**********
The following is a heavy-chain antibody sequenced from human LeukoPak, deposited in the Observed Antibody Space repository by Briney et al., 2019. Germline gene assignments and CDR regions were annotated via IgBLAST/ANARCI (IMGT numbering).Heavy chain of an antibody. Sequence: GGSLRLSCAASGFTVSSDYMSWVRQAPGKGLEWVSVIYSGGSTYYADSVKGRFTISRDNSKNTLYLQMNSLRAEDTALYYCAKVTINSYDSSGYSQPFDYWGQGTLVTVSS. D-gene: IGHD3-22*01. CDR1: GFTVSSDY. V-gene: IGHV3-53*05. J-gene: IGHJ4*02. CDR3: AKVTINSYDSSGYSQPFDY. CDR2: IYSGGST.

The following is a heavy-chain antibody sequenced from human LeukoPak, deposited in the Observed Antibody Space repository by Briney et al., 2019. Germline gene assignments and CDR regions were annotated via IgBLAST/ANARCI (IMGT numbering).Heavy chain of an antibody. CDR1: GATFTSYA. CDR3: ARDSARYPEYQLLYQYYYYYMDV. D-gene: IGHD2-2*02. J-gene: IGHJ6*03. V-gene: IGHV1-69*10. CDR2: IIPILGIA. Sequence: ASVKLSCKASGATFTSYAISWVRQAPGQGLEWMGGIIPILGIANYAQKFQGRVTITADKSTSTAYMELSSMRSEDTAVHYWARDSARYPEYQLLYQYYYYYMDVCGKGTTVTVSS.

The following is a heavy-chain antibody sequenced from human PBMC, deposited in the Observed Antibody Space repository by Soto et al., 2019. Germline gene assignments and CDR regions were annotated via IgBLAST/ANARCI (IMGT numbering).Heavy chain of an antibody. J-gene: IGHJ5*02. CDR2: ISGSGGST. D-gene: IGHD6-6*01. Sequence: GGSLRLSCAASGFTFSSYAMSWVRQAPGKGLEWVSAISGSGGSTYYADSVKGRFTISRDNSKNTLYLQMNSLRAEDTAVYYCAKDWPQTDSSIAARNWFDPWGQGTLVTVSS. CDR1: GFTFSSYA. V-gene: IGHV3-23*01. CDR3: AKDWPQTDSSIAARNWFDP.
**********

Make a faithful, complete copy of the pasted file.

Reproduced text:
The following is a heavy-chain antibody sequenced from human LeukoPak, deposited in the Observed Antibody Space repository by Briney et al., 2019. Germline gene assignments and CDR regions were annotated via IgBLAST/ANARCI (IMGT numbering).Heavy chain of an antibody. Sequence: GGSLRLSCAASGFTVSSDYMSWVRQAPGKGLEWVSVIYSGGSTYYADSVKGRFTISRDNSKNTLYLQMNSLRAEDTALYYCAKVTINSYDSSGYSQPFDYWGQGTLVTVSS. D-gene: IGHD3-22*01. CDR1: GFTVSSDY. V-gene: IGHV3-53*05. J-gene: IGHJ4*02. CDR3: AKVTINSYDSSGYSQPFDY. CDR2: IYSGGST.

The following is a heavy-chain antibody sequenced from human LeukoPak, deposited in the Observed Antibody Space repository by Briney et al., 2019. Germline gene assignments and CDR regions were annotated via IgBLAST/ANARCI (IMGT numbering).Heavy chain of an antibody. CDR1: GATFTSYA. CDR3: ARDSARYPEYQLLYQYYYYYMDV. D-gene: IGHD2-2*02. J-gene: IGHJ6*03. V-gene: IGHV1-69*10. CDR2: IIPILGIA. Sequence: ASVKLSCKASGATFTSYAISWVRQAPGQGLEWMGGIIPILGIANYAQKFQGRVTITADKSTSTAYMELSSMRSEDTAVHYWARDSARYPEYQLLYQYYYYYMDVCGKGTTVTVSS.

The following is a heavy-chain antibody sequenced from human PBMC, deposited in the Observed Antibody Space repository by Soto et al., 2019. Germline gene assignments and CDR regions were annotated via IgBLAST/ANARCI (IMGT numbering).Heavy chain of an antibody. J-gene: IGHJ5*02. CDR2: ISGSGGST. D-gene: IGHD6-6*01. Sequence: GGSLRLSCAASGFTFSSYAMSWVRQAPGKGLEWVSAISGSGGSTYYADSVKGRFTISRDNSKNTLYLQMNSLRAEDTAVYYCAKDWPQTDSSIAARNWFDPWGQGTLVTVSS. CDR1: GFTFSSYA. V-gene: IGHV3-23*01. CDR3: AKDWPQTDSSIAARNWFDP.